Pyoderma gangrenosum is a rare skin reaction to a disease or illness, which results in painful skin ulcers. It is treatable with medication, but may take some time to heal.
It usually suddenly starts as a small pimple, red bump or blood blister. The skin then breaks down to a painful ulcer, which may ooze fluid.
The ulcer can rapidly get bigger and deeper, and several may develop in the area. If they get infected you may feel unwell and develop a fever.
Pyoderma gangrenosum usually affects the legs, although it can effect any area of skin, including around the head and neck, upper limbs and genitals. Occasionally, it develops around the site of an injury or surgical wound, such as a stoma (see what causes it? below).
Despite the similar-sounding name, pyoderma gangrenosum is not related to gangrene.
Pyoderma gangrenosum is seen in men and women of any age, but usually affects young and middle-aged adults.
People with the following health conditions are particularly susceptible:
Pyoderma gangrenosum is thought to be a skin reaction to a disease or illness, such as the health conditions listed above.
However, about half of all people with pyoderma gangrenosum have none of these conditions and there are no known reasons for it.
There is a high concentration of neutrophils (white blood cells involved in inflammation) in the affected tissue, which suggests an overactive immune system.
Sometimes, the reaction may be triggered by minor skin damage or an injury – for example, it may develop around the site of a stoma or surgical wound, a needle prick, a biopsy or an insect bite.
The skin reaction is not hereditary (inherited), so it's not passed from parents to their children. It is not contagious either, so it cannot be transferred from or to another person.
There is no specific blood test for pyoderma gangrenosum.
If your doctor suspects you have the skin reaction, they may take a sample of your skin (a biopsy) to examine under the microscope in a laboratory. This helps rule out other causes of skin ulcers.
Your doctor may take a swab of the wound to rule out infection, and may order blood tests to check for conditions that may be associated with pyoderma gangrenosum.
Pyoderma gangrenosum is treatable, but may take some time to heal.
The dead tissue should be gently removed, and dressings may be needed to soak up any discharge and help retain the creams applied to the wound.
Strong steroid creams or ointments are applied on and around ulcers daily or on alternate days. They often help the ulcers heal quickly, particularly if they are small and diagnosed early.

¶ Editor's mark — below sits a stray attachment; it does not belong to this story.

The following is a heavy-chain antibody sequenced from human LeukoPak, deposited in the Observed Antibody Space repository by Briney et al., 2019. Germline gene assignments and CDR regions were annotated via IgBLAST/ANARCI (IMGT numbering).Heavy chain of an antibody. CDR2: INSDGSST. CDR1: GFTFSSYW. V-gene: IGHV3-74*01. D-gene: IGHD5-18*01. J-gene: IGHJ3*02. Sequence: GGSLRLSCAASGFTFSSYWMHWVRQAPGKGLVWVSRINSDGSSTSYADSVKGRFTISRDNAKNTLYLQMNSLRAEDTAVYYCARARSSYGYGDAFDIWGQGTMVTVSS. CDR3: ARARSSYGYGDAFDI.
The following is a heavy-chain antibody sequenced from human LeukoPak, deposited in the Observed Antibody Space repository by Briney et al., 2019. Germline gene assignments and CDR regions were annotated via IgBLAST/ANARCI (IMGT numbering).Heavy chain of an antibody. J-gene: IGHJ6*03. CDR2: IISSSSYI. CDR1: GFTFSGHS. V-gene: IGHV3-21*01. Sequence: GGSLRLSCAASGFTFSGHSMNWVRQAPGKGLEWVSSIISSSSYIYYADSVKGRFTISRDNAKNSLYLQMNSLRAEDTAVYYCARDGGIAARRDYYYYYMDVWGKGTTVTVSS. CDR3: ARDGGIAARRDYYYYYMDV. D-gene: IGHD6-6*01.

Alternatively, the steroid medication triamcinolone may be injected into the edge of the ulcer. This may be tried on its own or along with steroid tablets.
Tacrolimus ointment has proved useful in treating ulcers, but infection is a possible complication with this treatment.
Steroid tablets such as prednisolone are usually the first drug treatment to try, either on their own or with minocycline(an antibiotic). This generally reduces the inflammation.
However, the long-term use of steroids is associated with bone thinning (osteoporosis), so they need to be used with caution.
Read about the side effects of prednisolone.
Pyoderma gangrenosum is caused by an overactive immune system, and immunosuppressants (drugs that suppress the immune system) have proved useful in healing the ulcers. They help reduce the pain and swelling.
A few examples are ciclosporin, mycophenolate mofetil, and newer treatments such as inflixima, which are used for more severe cases of the condition.
However, immunosupressants can have unpleasant side effects and will need specialist supervision for their administration, as well as monitoring. They are not currently licensed for the treatment of pyoderma gangrenosum.
In many people with pyoderma gangrenosum, the ulcers heal with relatively simple treatments.
However, the progression of the disease varies from person to person – it may suddenly clear up, stay the same for months or years, or slowly heal over many months. Treatment usually stops it getting worse.
Some people have flare-ups after the slightest injury or for no apparent reason, and it may recur.
Possible complications include scarring of the skin tissue and infection.
Important: Our website provides useful information but is not a substitute for medical advice. You should always seek the advice of your doctor when making decisions about your health.